|dc.description.abstract||This thesis investigated the effects of predation and a newly introduced biological control rabbit haemorrhagic disease (RHD) - on rabbit (Oryctolagus cuniculus) population dynamics in two bioclimatically diverse regions of New Zealand.
In New Zealand, rabbits are classified as pests because they have a negative impact on agricultural and conservation values. The chronic rabbit problem areas are primarily in the
‘semi-arid’ unimproved grasslands of the South Island, and less so in lowland, moderate rainfall areas with improved pastures. This thesis investigated the hypothesised paradigm that rabbit populations in lowland areas, are generally driven by 'top-down' processes that keep them at low stable densities. The mechanism for this process is considered to be high mortality of young rabbits. In contrast, rabbit populations in mostly semi-arid areas are thought to be driven by ‘bottom-up’ processes (i.e., food availability). The effect of RHD on these processes was also investigated. One hypothesised effect of RHD epidemics is that the virus would depress rabbit populations so that they are more often within the range of densities at which top-down processes dominate. The corollary is that the efficacy of RHD may depend on predation of juvenile rabbits that develop age-specific immune responses to RHD.
Predator-perturbation experiments were used to investigate this hypothesis and to determine the survival of juvenile rabbits. In both improved pasturelands (North Canterbury) and semiarid rangelands (Central Otago), rabbit abundance and pre- and post-emergent rabbit survival were monitored on four 30-ha sites, two of which were subject to predator removal. RHD spread through all sites during the study. The results provide support to the paradigm of top-down processes in lowland regions and bottom-up processes in semi-arid regions. In North Canterbury, rabbit abundance declined on all sites after an RHD epidemic, but the declines were more pronounced where predators were not removed. In contrast, in drier areas of Central Otago there was no apparent effect of predator reductions on rabbit abundance. There, rabbit densities declined at similar rates during the RHD epidemic regardless of the predator treatment. This suggests that predation; at least when combined with RHD, is a significantly stronger process in lowland regions than in the semi-arid regions of New Zealand.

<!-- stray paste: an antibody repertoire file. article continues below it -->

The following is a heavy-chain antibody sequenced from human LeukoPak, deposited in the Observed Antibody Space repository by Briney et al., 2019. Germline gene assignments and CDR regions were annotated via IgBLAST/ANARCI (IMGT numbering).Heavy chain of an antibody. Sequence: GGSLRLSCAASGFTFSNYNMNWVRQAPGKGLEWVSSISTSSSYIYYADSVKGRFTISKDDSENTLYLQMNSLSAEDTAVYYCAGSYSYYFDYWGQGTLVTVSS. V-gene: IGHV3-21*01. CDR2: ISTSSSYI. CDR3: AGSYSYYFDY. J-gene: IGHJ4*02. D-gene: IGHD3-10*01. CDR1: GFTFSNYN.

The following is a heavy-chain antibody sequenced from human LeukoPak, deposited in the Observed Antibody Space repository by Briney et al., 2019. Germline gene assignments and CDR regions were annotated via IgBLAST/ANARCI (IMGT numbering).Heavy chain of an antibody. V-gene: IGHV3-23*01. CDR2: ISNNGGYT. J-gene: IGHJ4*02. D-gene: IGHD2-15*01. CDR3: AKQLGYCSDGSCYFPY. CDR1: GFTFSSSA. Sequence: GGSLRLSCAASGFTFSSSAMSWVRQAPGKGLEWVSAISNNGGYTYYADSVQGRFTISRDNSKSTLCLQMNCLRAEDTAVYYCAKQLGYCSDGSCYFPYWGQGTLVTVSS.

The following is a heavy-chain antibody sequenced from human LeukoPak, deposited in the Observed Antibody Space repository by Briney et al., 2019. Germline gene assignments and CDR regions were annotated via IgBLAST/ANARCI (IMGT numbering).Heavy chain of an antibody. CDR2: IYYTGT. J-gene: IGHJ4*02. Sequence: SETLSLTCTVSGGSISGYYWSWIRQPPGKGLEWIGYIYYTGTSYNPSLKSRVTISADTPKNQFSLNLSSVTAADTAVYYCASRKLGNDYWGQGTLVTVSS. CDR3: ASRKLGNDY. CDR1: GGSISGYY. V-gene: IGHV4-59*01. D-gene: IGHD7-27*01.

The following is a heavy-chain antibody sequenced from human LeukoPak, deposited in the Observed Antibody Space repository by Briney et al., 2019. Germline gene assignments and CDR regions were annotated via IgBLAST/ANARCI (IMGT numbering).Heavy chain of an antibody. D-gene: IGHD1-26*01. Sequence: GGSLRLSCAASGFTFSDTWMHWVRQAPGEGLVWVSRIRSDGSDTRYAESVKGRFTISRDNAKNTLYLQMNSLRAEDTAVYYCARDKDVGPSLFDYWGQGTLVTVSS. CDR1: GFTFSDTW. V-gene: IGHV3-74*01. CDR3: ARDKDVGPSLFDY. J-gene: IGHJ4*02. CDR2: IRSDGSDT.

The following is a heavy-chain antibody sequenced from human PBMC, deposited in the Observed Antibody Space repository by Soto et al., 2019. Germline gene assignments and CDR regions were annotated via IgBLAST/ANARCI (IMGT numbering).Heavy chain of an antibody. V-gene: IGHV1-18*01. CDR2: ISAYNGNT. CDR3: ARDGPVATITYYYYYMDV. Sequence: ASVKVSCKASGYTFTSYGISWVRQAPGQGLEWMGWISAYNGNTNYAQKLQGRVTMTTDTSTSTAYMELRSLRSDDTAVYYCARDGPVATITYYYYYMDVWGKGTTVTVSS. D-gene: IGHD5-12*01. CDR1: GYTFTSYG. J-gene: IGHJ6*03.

Survival of juvenile rabbits was a key factor determining population abundance between treatments. In North Canterbury, survival of young rabbits before they left the nest was lower on the two sites where predators were present (34%) than on the two sites where they were removed (51 %). In contrast, there was no measurable effect of predator reductions on pre-emergent survival in Central Otago (predator sites, 57%; predator-removal sites, 62%). Survival of post-emergent radio-collared juveniles were low for all sites (0-22%). It is likely that predation and RHD led to these low rates of post-emergent survival. The age at which juvenile rabbits become susceptible to RHD, the timing of RHD epidemics, and the abundance of predators are likely to be important in determining survival of juvenile rabbits.
Demographic modelling of the rate of increase of rabbit populations in North Canterbury and
Central Otago provided some support for the hypothesised top-down/bottom-up processes. In
North Canterbury, rabbit populations on predator-removal sites had an annual rate of increase of 30%, whereas the rate of increase was effectively zero where predators were present. In contrast, there was little difference between predator and predator-removal sites in Central Otago (56-66%). Survival of juvenile rabbits and productivity were the key factors determining rate of increase.
Rabbit haemorrhagic disease appears to be most effective in semi-arid regions of New Zealand, particularly in the Mackenzie Basin, and least effective in lowland North Canterbury.
From 1974 to 2001, necropsy data were collected from c. 44000 rabbits to assess the impact of RHD on demography of rabbit populations in North Canterbury, the Mackenzie Basin, and Central Otago. There were proportionately more young rabbits in all three regions post-RHD, but there was no effect on time of birth or sex ratio. There was no consistent pattern between regions for carcass weights of rabbits older than 12 months, for productivity, and for pregnancy rates. However, in general reproductive rate and carcass weight of rabbits increased where RHD worked best. Three key mechanisms may explain the observed patterns. First, reproductive rate and carcass weight may be density-dependent. Second, RHD may result in differential mortality of rabbits, resulting in RHD causing mortality in lighter, older, weaker, or less fecund individuals. Third, RHD may result in differential levels of morbidity between populations, which may have sublethal impacts on their demography. Further research is required to determine the relative importance of the proposed mechanisms.
The results of this study have significant implications for managers seeking to control ferrets to reduce the prevalence and spread of bovine Tb. Predator control in lowland regions such as North Canterbury may reduce the efficacy of RHD, and result in an increase in rabbit abundance, whereas predator control in semi-arid regions is unlikely to affect rabbit abundance. Further research is required to determine the relative importance of factors contributing to the observed top-down/bottom-up processes at these study sites, and how representative the results are for each region. Where ferret control is imperative in lowland regions, integrated control programmes that simultaneously control both ferrets and rabbits are recommended.||en